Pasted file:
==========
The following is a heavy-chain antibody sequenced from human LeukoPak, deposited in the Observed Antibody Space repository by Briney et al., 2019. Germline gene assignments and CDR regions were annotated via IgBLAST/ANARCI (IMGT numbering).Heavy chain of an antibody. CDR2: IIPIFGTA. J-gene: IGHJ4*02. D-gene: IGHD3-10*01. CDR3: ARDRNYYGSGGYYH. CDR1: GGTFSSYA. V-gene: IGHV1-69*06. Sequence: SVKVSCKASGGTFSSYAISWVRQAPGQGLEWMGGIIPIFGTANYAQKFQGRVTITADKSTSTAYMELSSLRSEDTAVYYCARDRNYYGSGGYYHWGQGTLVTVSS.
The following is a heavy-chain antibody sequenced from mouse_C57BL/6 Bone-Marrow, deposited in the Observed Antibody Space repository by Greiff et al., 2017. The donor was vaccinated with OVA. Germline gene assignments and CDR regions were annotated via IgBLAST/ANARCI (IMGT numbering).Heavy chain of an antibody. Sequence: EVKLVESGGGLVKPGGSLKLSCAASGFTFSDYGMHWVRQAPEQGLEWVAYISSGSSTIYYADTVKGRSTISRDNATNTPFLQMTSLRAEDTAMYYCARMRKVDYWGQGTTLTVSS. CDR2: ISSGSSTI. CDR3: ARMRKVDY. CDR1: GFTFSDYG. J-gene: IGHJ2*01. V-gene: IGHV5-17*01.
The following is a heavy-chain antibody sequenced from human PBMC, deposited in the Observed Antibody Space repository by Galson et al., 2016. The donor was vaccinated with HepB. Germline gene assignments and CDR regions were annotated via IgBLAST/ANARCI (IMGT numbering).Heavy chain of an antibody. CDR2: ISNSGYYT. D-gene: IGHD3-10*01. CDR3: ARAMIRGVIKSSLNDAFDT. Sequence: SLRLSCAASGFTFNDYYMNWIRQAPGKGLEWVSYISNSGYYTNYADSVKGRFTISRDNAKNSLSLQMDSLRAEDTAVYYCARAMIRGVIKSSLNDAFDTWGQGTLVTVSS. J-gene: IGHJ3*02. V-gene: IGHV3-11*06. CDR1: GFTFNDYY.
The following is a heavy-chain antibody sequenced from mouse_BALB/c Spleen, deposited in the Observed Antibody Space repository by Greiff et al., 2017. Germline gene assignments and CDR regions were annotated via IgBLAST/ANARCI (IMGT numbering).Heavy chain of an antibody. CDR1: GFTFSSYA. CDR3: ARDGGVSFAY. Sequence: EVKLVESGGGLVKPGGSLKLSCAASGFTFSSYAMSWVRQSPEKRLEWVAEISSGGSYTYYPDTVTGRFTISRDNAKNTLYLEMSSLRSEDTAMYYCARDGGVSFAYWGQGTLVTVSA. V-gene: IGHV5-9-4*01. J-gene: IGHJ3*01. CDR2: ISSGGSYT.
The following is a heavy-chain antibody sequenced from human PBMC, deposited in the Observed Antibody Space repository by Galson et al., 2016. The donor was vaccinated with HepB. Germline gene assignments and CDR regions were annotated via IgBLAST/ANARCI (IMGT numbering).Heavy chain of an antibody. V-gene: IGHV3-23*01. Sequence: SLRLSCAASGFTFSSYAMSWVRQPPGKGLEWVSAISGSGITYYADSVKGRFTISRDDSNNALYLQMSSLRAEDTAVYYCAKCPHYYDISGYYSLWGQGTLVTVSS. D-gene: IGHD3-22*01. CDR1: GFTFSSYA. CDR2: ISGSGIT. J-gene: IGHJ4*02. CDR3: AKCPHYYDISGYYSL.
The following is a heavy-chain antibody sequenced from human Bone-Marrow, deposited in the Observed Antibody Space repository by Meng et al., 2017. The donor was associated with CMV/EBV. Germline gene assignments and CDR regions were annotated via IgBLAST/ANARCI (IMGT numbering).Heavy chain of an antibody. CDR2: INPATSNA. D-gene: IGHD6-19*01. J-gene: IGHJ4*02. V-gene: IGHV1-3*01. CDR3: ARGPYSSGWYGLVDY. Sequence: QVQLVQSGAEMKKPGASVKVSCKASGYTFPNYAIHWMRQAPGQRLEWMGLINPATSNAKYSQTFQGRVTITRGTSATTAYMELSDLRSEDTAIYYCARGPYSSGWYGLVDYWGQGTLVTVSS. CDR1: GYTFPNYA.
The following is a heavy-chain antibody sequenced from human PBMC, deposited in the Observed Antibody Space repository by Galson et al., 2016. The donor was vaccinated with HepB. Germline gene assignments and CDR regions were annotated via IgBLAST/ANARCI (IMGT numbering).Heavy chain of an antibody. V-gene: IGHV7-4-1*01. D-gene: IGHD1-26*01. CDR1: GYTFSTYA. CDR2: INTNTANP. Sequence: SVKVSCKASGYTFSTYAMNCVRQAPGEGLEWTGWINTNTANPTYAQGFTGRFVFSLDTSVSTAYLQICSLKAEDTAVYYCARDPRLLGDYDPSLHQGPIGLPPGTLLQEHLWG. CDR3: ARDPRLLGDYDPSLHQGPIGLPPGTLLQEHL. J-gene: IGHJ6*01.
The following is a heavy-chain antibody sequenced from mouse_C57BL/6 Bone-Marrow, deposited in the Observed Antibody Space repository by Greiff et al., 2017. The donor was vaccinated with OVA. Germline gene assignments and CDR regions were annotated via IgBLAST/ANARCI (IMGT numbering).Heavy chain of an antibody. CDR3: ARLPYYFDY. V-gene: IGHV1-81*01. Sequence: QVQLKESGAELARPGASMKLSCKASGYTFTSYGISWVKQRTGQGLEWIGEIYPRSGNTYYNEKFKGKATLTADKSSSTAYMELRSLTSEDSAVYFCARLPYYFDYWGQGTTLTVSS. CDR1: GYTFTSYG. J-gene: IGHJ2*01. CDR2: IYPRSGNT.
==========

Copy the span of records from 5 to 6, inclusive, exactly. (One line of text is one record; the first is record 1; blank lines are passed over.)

The following is a heavy-chain antibody sequenced from human PBMC, deposited in the Observed Antibody Space repository by Galson et al., 2016. The donor was vaccinated with HepB. Germline gene assignments and CDR regions were annotated via IgBLAST/ANARCI (IMGT numbering).Heavy chain of an antibody. V-gene: IGHV3-23*01. Sequence: SLRLSCAASGFTFSSYAMSWVRQPPGKGLEWVSAISGSGITYYADSVKGRFTISRDDSNNALYLQMSSLRAEDTAVYYCAKCPHYYDISGYYSLWGQGTLVTVSS. D-gene: IGHD3-22*01. CDR1: GFTFSSYA. CDR2: ISGSGIT. J-gene: IGHJ4*02. CDR3: AKCPHYYDISGYYSL.
The following is a heavy-chain antibody sequenced from human Bone-Marrow, deposited in the Observed Antibody Space repository by Meng et al., 2017. The donor was associated with CMV/EBV. Germline gene assignments and CDR regions were annotated via IgBLAST/ANARCI (IMGT numbering).Heavy chain of an antibody. CDR2: INPATSNA. D-gene: IGHD6-19*01. J-gene: IGHJ4*02. V-gene: IGHV1-3*01. CDR3: ARGPYSSGWYGLVDY. Sequence: QVQLVQSGAEMKKPGASVKVSCKASGYTFPNYAIHWMRQAPGQRLEWMGLINPATSNAKYSQTFQGRVTITRGTSATTAYMELSDLRSEDTAIYYCARGPYSSGWYGLVDYWGQGTLVTVSS. CDR1: GYTFPNYA.